“We tested many variables in our design space,” says Erfani, including different concentrations of pembro, and the composition and pH of the polymer solutions. “The goal wasn’t just developing a drug in our lab, but developing a process that could be easily adapted to pharmaceutical manufacturing.” With his prior industry background developing types of MAB in stable, crystalline structure, Erfani helped push the team over the finish line. “He not only brought all this physical chemistry to the process, but he figured out the experimental design and how to execute on it,” says Doyle.

A broad platform

The researchers are now putting their pembro formulation through its paces through in vivo trials, with the aim of U.S. Food and Drug Administration approval in the next few years. But Doyle and his group have broader goals for the hydrogel platform they invented. “We believe this platform is agnostic to the MAB, which means we can get a lot of different molecules formulated to the right concentration and flowability,” he says. “That’s a big deal.”

Among the possibilities Doyle envisions are a slow, sustained release of the MAB-containing hydrogel particles — think weeks — after injection. The platform could accommodate other kinds of molecules, such as cytokines, to amplify immune response, or target specific cancer pathways. Hydrogels could also incorporate two kinds of drugs that enhance each other’s properties.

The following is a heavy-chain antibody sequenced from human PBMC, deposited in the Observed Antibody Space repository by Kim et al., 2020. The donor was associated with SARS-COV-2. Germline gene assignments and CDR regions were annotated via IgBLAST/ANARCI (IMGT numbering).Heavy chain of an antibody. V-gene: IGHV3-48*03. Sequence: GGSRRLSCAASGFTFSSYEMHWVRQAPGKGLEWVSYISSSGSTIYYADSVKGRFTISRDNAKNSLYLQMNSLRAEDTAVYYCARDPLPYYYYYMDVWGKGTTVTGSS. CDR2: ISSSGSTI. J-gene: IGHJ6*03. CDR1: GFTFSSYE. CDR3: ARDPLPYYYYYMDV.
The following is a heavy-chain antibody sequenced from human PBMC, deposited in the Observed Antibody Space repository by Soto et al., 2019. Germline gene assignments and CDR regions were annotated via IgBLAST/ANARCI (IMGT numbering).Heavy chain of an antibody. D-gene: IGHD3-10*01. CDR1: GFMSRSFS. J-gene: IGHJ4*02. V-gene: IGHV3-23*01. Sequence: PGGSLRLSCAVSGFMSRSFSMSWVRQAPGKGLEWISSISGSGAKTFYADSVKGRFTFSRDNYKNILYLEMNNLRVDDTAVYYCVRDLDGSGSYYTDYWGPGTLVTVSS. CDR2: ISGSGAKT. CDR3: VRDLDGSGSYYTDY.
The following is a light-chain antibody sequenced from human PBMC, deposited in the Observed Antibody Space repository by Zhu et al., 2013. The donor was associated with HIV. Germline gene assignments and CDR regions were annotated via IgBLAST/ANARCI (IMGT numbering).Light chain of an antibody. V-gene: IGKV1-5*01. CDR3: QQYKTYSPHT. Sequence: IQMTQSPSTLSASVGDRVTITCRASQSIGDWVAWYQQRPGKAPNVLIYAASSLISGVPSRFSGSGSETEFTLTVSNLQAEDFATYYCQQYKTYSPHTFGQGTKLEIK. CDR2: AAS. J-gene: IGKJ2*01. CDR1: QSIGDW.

Erfani points to the potential social impacts of the platform. “Our technology holds the possibility of improving the accessibility of treatments by reducing a patient’s dependency on hospitals,” he says. Replacing IV sessions with fewer, single-shot injections would free up time in clinics for more patients, encourage greater compliance, and even lower the price of the drug, he notes. People might someday administer their own injections at home.

Erfani is especially intrigued by the notion of moving many more drugs to this platform, including some that died early in development. “There are drugs companies that gave up because they couldn’t be formulated in high enough concentrations,” he says. “Wouldn’t it be super exciting to repurpose a lifesaving drug and bring it back to market?”